METHODS

Clinical, imaging, surgical, and seizure control outcome data of all patients who underwent surgery for refractory epilepsy requiring an operculoinsular cortectomy were retrospectively reviewed. Tumors and progressive encephalitis cases were excluded. Descriptive and uni- and multivariate analyses were done to determine seizure control outcome and predictors.

RESULTS

Forty-three patients with 44 operculoinsular cortectomies were studied. Kaplan-Meier estimates of complete seizure freedom (first seizure recurrence excluding auras) for years 0.5, 1, 2, and 5 were 70.2%, 70.2%, 65.0%, and 65.0%, respectively. With patients with more than 1 year of follow-up, seizure control outcome Engel class I was achieved in 76.9% (mean follow-up duration 5.8 years; range 1.25–20 years). With multivariate analysis, unfavorable seizure outcome predictors were frontal lobe–like seizure semiology, shorter duration of epilepsy, and the use of intracranial electrodes for invasive monitoring. Suspected causes of recurrent seizures were sparing of the language cortex part of the focus, subtotal resection of cortical dysplasia/polymicrogyria, bilateral epilepsy, and residual epileptic cortex with normal preoperative MRI studies (insula, frontal lobe, posterior parieto-temporal, orbitofrontal).

CONCLUSIONS

The surgical treatment of operculoinsular refractory epilepsy is as effective as epilepsy surgeries in other brain areas. These patients should be referred to centers with appropriate experience. A frontal lobe–like seizure semiology should command more sampling with invasive monitoring. Recordings with intracranial electrodes are not always required if the noninvasive investigation is conclusive. The complete resection of the epileptic zone is crucial to achieve good seizure control outcome.

Restricted access

Alain Bouthillier, Alexander G. Weil, Laurence Martineau, Laurent Létourneau-Guillon and Dang Khoa Nguyen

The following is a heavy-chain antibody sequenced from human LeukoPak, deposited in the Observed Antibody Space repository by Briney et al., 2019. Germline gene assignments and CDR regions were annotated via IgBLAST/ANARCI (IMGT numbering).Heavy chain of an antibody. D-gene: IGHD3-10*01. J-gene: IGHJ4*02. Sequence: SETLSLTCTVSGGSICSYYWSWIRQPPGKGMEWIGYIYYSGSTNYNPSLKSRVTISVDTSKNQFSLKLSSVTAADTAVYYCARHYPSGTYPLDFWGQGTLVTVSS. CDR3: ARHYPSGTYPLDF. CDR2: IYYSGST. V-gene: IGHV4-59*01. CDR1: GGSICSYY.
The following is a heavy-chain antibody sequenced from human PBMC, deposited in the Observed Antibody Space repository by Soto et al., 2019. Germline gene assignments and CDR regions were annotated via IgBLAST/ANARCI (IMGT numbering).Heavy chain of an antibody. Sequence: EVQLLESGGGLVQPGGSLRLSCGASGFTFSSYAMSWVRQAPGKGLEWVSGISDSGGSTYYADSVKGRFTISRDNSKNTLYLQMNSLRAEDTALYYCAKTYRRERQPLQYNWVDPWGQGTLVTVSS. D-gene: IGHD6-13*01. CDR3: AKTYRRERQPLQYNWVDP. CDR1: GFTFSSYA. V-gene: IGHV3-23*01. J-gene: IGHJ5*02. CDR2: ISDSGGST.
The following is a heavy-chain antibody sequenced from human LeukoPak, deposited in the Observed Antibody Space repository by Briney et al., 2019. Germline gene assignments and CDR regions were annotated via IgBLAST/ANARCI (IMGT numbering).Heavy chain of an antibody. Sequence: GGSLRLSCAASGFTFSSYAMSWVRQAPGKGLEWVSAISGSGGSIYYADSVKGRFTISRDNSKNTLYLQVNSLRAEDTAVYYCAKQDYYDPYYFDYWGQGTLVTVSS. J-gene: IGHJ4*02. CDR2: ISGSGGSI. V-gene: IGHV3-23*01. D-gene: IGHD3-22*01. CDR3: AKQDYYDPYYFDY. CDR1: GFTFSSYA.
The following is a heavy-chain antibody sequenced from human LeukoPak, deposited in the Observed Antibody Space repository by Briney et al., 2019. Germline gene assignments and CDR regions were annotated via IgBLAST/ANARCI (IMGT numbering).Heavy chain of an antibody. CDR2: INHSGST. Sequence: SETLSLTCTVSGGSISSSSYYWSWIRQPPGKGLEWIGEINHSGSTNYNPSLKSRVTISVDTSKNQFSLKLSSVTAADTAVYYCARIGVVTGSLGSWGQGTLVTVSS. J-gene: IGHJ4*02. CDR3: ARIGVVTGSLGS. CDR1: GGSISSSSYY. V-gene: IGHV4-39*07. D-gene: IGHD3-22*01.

OBJECTIVE

Operculoinsular cortectomy (also termed operculoinsulectomy) is increasingly recognized as a therapeutic option for perisylvian refractory epilepsy. However, most neurosurgeons are reluctant to perform the technique because of previously experienced or feared neurological complications. The goal of this study was to quantify the incidence of basic neurological complications (loss of primary nonneuropsychological functions) associated with operculoinsular cortectomies for refractory epilepsy, and to identify factors predicting these complications.

METHODS

Clinical, imaging, and surgical data of all patients investigated and surgically treated by our team for refractory epilepsy requiring an operculoinsular cortectomy were retrospectively reviewed. Patients with tumors and encephalitis were excluded. Logistic regression analysis was used for uni- and multivariate statistical analyses.

RESULTS

Forty-four operculoinsular cortectomies were performed in 43 patients. Although postoperative neurological deficits were frequent (54.5% of procedures), only 3 procedures were associated with a permanent significant neurological deficit. Out of the 3 permanent deficits, only 1 (2.3%; a sensorimotor hemisyndrome) was related to the technique of operculoinsular cortectomy (injury to a middle cerebral artery branch), while the other 2 (arm hypoesthesia and hemianopia) were attributed to cortical resection beyond the operculoinsular area. With multivariate analysis, a postoperative neurological deficit was associated with preoperative insular hypometabolism on PET scan. Postoperative motor deficit (29.6% of procedures) was correlated with fewer years of neurosurgical experience and frontal operculectomies, but not with corona radiata ischemic lesions. Ischemic lesions in the posterior two-thirds of the corona radiata (40.9% of procedures) were associated with parietal operculectomies, but not with posterior insulectomies.

CONCLUSIONS

Operculoinsular cortectomy for refractory epilepsy is a relatively safe therapeutic option but temporary neurological deficits after surgery are frequent. This study highlights the role of frontal/parietal opercula resections in postoperative complications. Corona radiata ischemic lesions are not clearly related to motor deficits. There were no obvious permanent neurological consequences of losing a part of an epileptic insula, including on the dominant side for language. A low complication rate can be achieved if the following conditions are met: 1) microsurgical technique is applied to spare cortical branches of the middle cerebral artery; 2) the resection of an opercula is done only if the opercula is part of the epileptic focus; and 3) the neurosurgeon involved has proper training and experience.